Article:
It's likely your kids are pretty well behaved in school. But almost every student ticks off a teacher now and then. Minor discipline issues come up, like tardiness and talking in class. These are often met with a simple time out or in-school detention.

But out-of-school suspensions or expulsions have become much more common as zero tolerance policies have blossomed over concerns for school safety. Unfortunately, suspensions and expulsions often stay on your child's permanent school record. They may even impact on chances for college admission.

It's important to know your child has legal rights that apply to public school suspensions. Each state, and sometimes even each public school district, has specific rules for school discipline. There are also general principles of federal law that apply.

Prevent the situation from going from bad to worse by ensuring your child is treated legally and fairly in the school discipline process.

Conduct Causing School Suspension

Students can typically be suspended or expelled for:

  • Drug, alcohol or weapons possession
  • Violence against students or teachers
  • Obscene or vulgar acts or language
  • Stealing or destruction of property
  • Repeated disruptive behavior

Many schools have recently added bullying, hate crimes, sexual harassment and harassment or bullying by electronic means (computers, cell phones) as conduct justifying expulsion.

Student Due Process Rights

An elementary and high school public education is a constitutionally-protected property right. So, a student must be given what's called due process before a suspension takes place.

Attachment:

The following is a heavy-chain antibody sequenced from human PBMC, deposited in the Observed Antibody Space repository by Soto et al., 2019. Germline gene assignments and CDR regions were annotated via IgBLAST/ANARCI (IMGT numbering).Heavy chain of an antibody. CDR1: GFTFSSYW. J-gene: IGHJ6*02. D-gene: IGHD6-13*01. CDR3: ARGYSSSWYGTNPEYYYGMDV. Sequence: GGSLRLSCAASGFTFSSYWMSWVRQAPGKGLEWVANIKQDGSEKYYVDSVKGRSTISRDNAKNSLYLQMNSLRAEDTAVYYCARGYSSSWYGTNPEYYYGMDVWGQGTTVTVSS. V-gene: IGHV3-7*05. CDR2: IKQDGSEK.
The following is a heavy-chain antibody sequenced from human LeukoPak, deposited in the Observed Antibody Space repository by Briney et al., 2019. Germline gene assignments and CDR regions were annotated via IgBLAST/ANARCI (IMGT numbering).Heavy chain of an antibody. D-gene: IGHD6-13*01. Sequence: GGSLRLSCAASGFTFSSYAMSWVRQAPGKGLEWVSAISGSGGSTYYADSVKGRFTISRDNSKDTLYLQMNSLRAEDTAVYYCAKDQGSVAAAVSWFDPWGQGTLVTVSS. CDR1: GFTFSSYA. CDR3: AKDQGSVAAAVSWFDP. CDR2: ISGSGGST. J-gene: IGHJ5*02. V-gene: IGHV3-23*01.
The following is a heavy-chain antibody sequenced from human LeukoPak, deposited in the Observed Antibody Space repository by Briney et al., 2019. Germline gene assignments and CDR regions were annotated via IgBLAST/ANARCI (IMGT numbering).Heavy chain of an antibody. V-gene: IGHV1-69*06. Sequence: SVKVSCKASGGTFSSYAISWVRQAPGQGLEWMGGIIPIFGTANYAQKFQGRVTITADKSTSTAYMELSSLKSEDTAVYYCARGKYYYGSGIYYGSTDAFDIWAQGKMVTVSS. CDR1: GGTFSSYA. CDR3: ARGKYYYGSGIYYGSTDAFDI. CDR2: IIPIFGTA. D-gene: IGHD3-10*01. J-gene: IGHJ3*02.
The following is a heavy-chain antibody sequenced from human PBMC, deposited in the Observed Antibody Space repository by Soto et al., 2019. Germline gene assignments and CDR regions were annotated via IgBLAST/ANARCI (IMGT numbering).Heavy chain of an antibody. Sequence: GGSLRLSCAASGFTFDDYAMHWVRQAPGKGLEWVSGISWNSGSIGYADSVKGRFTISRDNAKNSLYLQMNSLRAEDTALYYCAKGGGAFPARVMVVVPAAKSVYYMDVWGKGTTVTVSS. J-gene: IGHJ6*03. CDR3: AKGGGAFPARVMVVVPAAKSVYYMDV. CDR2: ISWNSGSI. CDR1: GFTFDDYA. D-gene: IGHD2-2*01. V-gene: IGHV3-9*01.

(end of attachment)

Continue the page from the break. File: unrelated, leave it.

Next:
Due process means the suspension must be done in a fair and evenhanded manner.

This generally means students have a legal right to:

  • Know the school's rules ahead of time
  • Meaningful notice of the misconduct charged against the student
  • An explanation of the evidence against the student
  • An opportunity for students to tell their side of the story

Knowledge of School Rules

Most schools publish student conduct rules in handbooks distributed to students at the beginning of each year. Many school districts also post school rules at each school.

If your child's school hasn't published the rules and made them available to each student, you may be able to argue that your child didn't know of the rule he or she is accused of violating.

Notice of Misconduct

If your child is being suspended or expelled, you should receive detailed oral or written notice of the charges against your child. The notice should give information about: 

  • The specific act or incidences involved
  • The evidence the school district is relying upon
  • The exact number of days of suspension, and when the suspension begins and ends
  • A specific date, time and location of a hearing where you can appear and challenge the suspension or expulsion

If a student's actions present an immediate danger or disruption to the academic process, the child can be immediately removed from the school without advance notice to the parents. But the parents need to be told of the incident as soon as possible.

Suspension Hearing

At an informal hearing, school representatives will present the evidence against your child. You'll then have the opportunity to present evidence in your child's defense.

To provide the best support for your child:

  • Ask your child, teachers, and other witnesses about the incident before the hearing. Write down what they say
  • Ask teachers and students to speak on behalf of your child if you think it will help
  • Make notes about what you want to say at the hearing, or ask an attorney to help represent your child
  • Do your best to remain calm and respectful throughout the process

In many public school districts, parents may appeal a suspension decision to the school board or a special committee. Even if your child has already served out a suspension, you should appeal the decision if you think it was unfair. You don’t want the punishment to continue to be a black mark on your child's school record.

Next: Special considerations and when should you hire an attorney

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Tagged as: Education Law, School Law, school discipline, school law lawyer